Web accessibility (likely TID)
Wed, 7 Oct 1998 01:35:16 +1000
On 7/10/98 4:23 PM, Jonathan O'Donnell <email@example.com> hath
>Eric, you can never win this game. If you write for a non-standard, then
>you risk that it won't work on anything. If you write for a standard, then
>at least you have a chance that it will work on a wide variety of products.
As long as clients keep paying, then the game goes on. Even if you tell
them its foolishness, they know that their competitor is paying the money
to make their site look good, which means their site looks bad in
Personally, I detest the game as much as the next person -- I'd rather
put the time and effort spent squishing bugs into writing more pages for
>Writing to a standard like html 3.2 or html 4.0 is really the only chance
>that you have of future-proofing your Web pages.
writing to a standard like XML, where you get to specify the DTD, is the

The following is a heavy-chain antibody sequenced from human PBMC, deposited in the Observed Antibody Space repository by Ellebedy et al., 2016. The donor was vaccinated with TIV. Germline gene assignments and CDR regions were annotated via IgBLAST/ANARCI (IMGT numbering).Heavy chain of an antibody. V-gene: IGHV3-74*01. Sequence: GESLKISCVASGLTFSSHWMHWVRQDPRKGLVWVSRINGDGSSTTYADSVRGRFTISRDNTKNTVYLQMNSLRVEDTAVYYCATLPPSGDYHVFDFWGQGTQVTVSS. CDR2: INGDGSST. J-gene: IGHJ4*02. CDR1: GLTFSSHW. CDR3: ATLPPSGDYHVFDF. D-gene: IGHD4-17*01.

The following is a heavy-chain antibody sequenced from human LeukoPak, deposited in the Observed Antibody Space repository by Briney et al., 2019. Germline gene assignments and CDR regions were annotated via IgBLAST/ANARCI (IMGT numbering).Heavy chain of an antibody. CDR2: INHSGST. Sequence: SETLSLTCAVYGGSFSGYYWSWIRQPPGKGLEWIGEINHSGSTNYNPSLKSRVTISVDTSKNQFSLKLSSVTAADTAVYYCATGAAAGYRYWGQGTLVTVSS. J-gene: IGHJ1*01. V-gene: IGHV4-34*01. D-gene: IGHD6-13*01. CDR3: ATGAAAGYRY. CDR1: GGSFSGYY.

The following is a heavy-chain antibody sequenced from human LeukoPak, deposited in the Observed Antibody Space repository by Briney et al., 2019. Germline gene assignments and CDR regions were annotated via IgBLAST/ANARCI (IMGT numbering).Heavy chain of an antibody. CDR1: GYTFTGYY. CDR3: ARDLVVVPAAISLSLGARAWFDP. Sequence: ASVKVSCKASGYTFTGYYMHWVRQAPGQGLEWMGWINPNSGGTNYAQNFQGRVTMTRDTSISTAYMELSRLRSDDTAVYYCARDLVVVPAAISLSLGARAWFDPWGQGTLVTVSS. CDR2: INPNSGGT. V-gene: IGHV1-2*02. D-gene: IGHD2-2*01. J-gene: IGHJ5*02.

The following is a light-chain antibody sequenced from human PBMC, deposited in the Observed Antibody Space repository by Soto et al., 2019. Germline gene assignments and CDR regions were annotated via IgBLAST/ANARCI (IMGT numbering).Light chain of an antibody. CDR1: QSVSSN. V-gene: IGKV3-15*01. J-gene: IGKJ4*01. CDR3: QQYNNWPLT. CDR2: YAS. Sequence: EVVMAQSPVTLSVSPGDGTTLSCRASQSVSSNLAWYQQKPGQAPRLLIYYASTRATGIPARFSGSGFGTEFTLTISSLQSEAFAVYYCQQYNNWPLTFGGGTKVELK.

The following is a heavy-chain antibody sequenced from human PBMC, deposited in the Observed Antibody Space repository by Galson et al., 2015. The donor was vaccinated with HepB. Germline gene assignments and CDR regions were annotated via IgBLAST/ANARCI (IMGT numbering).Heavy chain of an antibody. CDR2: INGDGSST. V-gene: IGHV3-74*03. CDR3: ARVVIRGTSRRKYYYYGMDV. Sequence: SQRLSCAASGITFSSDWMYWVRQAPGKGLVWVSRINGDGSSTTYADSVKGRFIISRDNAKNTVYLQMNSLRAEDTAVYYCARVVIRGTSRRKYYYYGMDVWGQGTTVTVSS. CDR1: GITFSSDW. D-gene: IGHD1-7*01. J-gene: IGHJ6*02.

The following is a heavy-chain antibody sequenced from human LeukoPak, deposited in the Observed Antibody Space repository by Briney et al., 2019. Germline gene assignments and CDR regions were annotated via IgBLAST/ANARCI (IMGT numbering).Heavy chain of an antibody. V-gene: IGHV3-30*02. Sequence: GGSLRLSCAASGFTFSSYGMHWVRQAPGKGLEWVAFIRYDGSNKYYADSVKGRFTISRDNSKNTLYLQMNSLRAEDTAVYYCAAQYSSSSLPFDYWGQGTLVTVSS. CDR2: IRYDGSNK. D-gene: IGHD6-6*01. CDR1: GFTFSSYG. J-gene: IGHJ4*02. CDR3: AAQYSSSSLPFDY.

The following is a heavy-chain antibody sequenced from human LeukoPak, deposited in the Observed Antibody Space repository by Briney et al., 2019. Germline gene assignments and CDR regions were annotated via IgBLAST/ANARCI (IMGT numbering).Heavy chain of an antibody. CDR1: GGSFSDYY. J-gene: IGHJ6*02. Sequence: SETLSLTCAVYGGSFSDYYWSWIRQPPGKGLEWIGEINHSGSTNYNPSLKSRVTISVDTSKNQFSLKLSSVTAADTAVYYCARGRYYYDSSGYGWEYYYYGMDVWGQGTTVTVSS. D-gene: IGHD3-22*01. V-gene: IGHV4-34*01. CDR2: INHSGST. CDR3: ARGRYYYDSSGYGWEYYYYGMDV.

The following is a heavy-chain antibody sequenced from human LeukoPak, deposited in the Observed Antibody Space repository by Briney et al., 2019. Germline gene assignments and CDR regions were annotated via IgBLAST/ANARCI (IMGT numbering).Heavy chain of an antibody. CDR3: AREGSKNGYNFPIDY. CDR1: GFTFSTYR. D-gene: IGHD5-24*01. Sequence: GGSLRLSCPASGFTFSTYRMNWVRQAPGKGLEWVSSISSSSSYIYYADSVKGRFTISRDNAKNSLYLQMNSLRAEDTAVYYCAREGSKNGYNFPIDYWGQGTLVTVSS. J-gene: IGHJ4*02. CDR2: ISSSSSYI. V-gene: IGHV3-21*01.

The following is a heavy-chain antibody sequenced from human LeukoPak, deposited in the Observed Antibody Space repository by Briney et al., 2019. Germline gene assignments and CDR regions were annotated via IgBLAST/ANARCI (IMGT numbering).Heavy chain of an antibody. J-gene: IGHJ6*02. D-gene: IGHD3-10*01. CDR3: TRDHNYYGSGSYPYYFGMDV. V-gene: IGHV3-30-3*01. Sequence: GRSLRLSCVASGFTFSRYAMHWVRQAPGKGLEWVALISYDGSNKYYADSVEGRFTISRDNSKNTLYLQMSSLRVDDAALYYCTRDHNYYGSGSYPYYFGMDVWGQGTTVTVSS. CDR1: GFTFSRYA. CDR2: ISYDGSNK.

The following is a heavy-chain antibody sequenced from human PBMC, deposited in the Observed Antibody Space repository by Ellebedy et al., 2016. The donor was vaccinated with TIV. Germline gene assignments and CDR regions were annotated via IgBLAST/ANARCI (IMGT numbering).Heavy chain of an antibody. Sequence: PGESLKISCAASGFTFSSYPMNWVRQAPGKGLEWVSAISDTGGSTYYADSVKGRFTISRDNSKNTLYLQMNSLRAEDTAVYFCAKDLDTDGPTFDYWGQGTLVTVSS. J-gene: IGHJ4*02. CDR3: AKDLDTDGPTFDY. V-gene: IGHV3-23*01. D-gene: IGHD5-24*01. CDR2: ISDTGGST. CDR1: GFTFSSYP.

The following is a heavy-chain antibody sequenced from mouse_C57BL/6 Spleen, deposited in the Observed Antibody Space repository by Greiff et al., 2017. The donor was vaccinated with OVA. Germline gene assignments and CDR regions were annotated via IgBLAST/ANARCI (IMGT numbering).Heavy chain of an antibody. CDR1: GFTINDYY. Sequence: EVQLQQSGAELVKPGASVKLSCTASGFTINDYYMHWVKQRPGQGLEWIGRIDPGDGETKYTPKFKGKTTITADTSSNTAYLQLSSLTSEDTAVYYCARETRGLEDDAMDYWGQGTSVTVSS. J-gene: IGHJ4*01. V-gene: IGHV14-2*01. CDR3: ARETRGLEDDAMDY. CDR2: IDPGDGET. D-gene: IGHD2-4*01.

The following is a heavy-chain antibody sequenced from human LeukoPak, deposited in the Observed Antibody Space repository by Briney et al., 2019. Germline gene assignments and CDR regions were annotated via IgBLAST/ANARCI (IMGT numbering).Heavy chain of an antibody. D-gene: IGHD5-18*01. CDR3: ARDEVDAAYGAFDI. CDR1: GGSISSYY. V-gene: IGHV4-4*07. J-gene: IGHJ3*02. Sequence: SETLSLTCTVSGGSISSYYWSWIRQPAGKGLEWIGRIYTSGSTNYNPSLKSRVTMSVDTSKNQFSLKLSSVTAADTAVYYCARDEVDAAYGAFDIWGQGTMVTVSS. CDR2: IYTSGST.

more likely chance of future-proofing.
>Wasn't someone here talking about Web pages appearing on the front doors
>of microwave ovens?
and think further beyond "where next will web pages appear", and consider
"in what ways can hyperlinked pages be processed". Writing a web-robot of
any kind is no longer a trivial task if you want it to digest the wild &
woolly code that is the web. I saw a really neat hyper-text explorer
t'other day ... it would map, crawl, extract links, and use fuzzy logic
to decide which path to follow next. Then there are other browsers that
are used by the blind, or the deaf ... crazy code and render-hacks just
turn into gibberish for these.
>We have no idea what people are going to invent next.
Yet another device for displaying weirdly different html would be ...
NS/IE 5.0 ;-)
I'm all for writing standards, which is why I'm backing
http://www.webstandards.org/ in their push to get the browsers to support
the standards. Go check them out.